I’ve typed. Deleted. Re-wrote. Taken a break. I can’t find all the right words. My heart hurts and the pain is overwhelming. I’ve lost a dear friend, a beloved family member and a kindred soul.  Sunday morning Hans, the baker (Vlaai Pie; Lekker Vlaai; One Day Turnaround; Veronica) passed away.

Hans, the husband of my cousin Leny, has always been a part of my life.  My father is the youngest of seven, his sister Annie is the oldest. Leny is her daughter.  Yet despite our age difference, Leny and I are very close.  We have the same humor, the same mad-obsessiveness with sparkling clean houses before visitors come, and yet the same desire to have all the visitors. All the time. We both got pregnant before we married, granted a bigger deal for her in the late 70’s than for me in 1990, but still a big deal in a strict catholic family. She loves me just for who I am and I love her. And with her comes Hans.

Hans who was always big & strong. Hans with a gorgeous, big, motorcycle.  Hans who could bake like nobody’s business.  This tough man, with a delicate touch with pastry. Leny and I are loud, outgoing, exuberant. Hans is quiet… or so I thought.  After we moved to Germany, and were blessed to spend lots of time back home in Holland, I learned  he wasn’t quiet at all.  He was tired.  A night owl, like me, who had to get up at 5:00 am to bake the vlaai’s (pies).  Once they were all baked for the day, he would sleep a couple of hours and then take a couple more to wake up.

The more time we spent in Holland. The more nights we spent at Leny and Hans’. The more I got to know him.  The more he talked, laughed and cracked me up. One night, no one was tired, but at midnight everyone was starving.  Hans disappeared into the bakery only to return with a tray full of saucijzenbroodjes (sausage links in puff pastry).  The thing is, my family had no idea what they were.  So Hans explained, in his typical, dry, Hans way:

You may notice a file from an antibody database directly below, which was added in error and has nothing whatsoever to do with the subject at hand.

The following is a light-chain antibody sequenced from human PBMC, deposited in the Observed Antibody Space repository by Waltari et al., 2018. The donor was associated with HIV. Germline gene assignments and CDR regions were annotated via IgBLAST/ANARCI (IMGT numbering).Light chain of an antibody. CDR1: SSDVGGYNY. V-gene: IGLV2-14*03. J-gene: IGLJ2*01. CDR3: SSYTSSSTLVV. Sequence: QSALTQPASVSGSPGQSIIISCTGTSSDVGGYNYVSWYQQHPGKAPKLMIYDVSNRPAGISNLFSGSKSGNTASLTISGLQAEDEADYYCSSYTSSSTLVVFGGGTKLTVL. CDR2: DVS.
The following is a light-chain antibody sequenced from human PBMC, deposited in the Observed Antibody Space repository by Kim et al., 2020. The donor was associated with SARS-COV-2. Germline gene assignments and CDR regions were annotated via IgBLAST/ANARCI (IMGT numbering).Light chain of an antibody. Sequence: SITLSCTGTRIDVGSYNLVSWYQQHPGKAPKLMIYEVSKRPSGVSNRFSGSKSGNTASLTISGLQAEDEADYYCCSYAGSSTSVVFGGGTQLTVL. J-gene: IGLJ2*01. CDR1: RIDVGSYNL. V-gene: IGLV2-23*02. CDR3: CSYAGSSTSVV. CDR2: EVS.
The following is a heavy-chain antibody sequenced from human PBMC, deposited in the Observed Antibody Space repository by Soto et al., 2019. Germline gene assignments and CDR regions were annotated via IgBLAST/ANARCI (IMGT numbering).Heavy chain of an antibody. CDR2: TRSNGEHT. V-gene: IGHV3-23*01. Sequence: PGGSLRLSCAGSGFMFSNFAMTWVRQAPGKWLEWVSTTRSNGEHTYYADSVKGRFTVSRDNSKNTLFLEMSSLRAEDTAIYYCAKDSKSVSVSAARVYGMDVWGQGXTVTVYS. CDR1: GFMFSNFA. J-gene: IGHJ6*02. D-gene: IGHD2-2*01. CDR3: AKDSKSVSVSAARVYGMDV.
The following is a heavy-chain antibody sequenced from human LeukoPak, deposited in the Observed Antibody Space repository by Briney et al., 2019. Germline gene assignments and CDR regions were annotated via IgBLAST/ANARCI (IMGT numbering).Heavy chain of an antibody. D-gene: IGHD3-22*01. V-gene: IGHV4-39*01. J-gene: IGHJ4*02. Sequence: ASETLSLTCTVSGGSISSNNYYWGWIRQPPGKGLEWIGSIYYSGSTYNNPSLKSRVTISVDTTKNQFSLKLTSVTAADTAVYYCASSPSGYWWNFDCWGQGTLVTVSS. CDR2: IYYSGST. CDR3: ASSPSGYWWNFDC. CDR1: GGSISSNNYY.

“They are saucijzenbroodjes.” Cole’s eyes almost bugged out of his head, quickly withdrawing his hand from the tasty-looking treats.

“Scheissebrotchens??!?!?” He asked.  And we all burst out laughing while Cole got more & more insulted. He was so proud of learning German in such short time.  Eventually we caught our breath, explained what it really was, and he happily ate at least 6 of his new favorite treat.  To this day we still call them scheissebrotchens (sh*trolls).

After that the ice we broken and over the last several years we spent many wonderful afternoons & evenings with Hans & Leny in Holland, and here in Germany.  Most of my family finds a half hour a long car ride. In a country that takes four hours to cross, that makes perfect sense.  But Hans & Leny love road trips as much as I do, especially in their beautiful convertible.  We were lucky to have them visit us many times.

The last time they were here, just over a year ago, Hans had just passed the torch, and secret recipes, of the bakery (Bie d’r Bekker) to his son-in-law.  They stayed with us and audited a course in ice cream making in nearby Pforzheim.  After the course they came back home with several batches of the most delicious ice cream EVER! Oh, I drooled just spooning it into my mouth.  Hans just grinned and babbled enthusiastically about opening an ice creamery.  Leny wanted to enjoy retirement a little longer, but Hans? Hans was ready for his next adventure. His enthusiasm was contagious and I couldn’t wait to try all his flavors of ice cream (and I secretly hoped to try making some new flavors of my own).

It was not to be. A couple months later, on the exact same day the permits for the ice cream salon came in, Hans was diagnosed with terminal cancer. He fought. He fought so hard. He fought so hard I believed he could beat death by his sheer will alone.  He was not ready to go. He had so much left to live. He was angry. I was angry. Leny was angry. Life is not fair.

Saturday night, for the first time in uncountable years, he said a prayer before bed.  Sunday morning he passed away.  This Saturday we will once again drive up and down to Holland to lay him to rest. I have to go.  I still feel he is here.  I still feel I will see him when I go to visit.  I will hear his laugh. His voice. He will make us scheissbroodjes. Maybe if I don’t go on Saturday, he will still be there.  Please let him still be there.


Hans doing what he does best… making vlaai


Tess is very proud of her mini strawberry vlaai’s


A visit to the Black Forest is not complete without our favorite bier!


Midnight snacks at a bakers are… Scheissbroodjes!


Cole’s new favorite person: Hans


Mini extended family foto


Hans loves driving, top down, through the Black Forest. So does Dane! We are going to miss you.